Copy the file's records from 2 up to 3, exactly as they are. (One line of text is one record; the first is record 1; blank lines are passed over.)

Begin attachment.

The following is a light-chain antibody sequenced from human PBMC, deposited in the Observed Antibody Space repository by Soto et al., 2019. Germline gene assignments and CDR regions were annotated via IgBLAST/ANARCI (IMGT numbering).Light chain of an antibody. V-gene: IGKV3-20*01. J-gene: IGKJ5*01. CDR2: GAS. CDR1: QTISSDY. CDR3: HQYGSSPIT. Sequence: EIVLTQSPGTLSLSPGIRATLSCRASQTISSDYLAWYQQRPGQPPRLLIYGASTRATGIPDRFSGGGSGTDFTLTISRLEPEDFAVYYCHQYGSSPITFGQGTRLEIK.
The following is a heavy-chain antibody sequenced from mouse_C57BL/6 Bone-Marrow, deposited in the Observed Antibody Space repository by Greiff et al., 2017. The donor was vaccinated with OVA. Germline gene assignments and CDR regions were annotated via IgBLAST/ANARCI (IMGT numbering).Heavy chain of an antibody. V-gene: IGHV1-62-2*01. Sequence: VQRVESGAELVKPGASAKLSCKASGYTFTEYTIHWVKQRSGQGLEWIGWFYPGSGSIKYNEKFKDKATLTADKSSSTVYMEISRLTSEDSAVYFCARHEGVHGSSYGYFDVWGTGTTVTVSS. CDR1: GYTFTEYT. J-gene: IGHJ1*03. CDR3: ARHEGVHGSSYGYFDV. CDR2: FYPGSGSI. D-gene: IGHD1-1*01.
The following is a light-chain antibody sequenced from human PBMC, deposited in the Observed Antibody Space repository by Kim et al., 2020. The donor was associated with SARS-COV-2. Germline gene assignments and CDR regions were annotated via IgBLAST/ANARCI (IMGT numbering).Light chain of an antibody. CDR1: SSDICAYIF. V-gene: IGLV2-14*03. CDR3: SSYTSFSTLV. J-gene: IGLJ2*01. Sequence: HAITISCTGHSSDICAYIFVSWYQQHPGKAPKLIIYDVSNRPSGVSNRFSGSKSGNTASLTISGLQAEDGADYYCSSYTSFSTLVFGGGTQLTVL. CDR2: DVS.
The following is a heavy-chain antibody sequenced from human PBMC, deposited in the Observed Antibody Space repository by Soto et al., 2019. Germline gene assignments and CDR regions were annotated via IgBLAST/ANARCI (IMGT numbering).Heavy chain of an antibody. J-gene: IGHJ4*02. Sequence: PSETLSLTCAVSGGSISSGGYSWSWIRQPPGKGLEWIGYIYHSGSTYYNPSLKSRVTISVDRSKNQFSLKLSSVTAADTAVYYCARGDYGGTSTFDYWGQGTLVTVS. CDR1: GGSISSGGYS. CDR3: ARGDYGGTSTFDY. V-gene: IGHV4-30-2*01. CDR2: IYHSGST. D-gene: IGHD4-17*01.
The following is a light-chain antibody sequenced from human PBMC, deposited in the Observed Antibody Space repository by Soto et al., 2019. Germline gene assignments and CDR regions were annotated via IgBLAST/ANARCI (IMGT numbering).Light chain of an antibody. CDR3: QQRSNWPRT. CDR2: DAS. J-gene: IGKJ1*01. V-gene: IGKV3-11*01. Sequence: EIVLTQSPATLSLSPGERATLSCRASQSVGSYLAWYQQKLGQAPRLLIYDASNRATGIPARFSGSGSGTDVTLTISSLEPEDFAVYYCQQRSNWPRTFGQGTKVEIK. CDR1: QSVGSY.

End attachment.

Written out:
The following is a heavy-chain antibody sequenced from mouse_C57BL/6 Bone-Marrow, deposited in the Observed Antibody Space repository by Greiff et al., 2017. The donor was vaccinated with OVA. Germline gene assignments and CDR regions were annotated via IgBLAST/ANARCI (IMGT numbering).Heavy chain of an antibody. V-gene: IGHV1-62-2*01. Sequence: VQRVESGAELVKPGASAKLSCKASGYTFTEYTIHWVKQRSGQGLEWIGWFYPGSGSIKYNEKFKDKATLTADKSSSTVYMEISRLTSEDSAVYFCARHEGVHGSSYGYFDVWGTGTTVTVSS. CDR1: GYTFTEYT. J-gene: IGHJ1*03. CDR3: ARHEGVHGSSYGYFDV. CDR2: FYPGSGSI. D-gene: IGHD1-1*01.
The following is a light-chain antibody sequenced from human PBMC, deposited in the Observed Antibody Space repository by Kim et al., 2020. The donor was associated with SARS-COV-2. Germline gene assignments and CDR regions were annotated via IgBLAST/ANARCI (IMGT numbering).Light chain of an antibody. CDR1: SSDICAYIF. V-gene: IGLV2-14*03. CDR3: SSYTSFSTLV. J-gene: IGLJ2*01. Sequence: HAITISCTGHSSDICAYIFVSWYQQHPGKAPKLIIYDVSNRPSGVSNRFSGSKSGNTASLTISGLQAEDGADYYCSSYTSFSTLVFGGGTQLTVL. CDR2: DVS.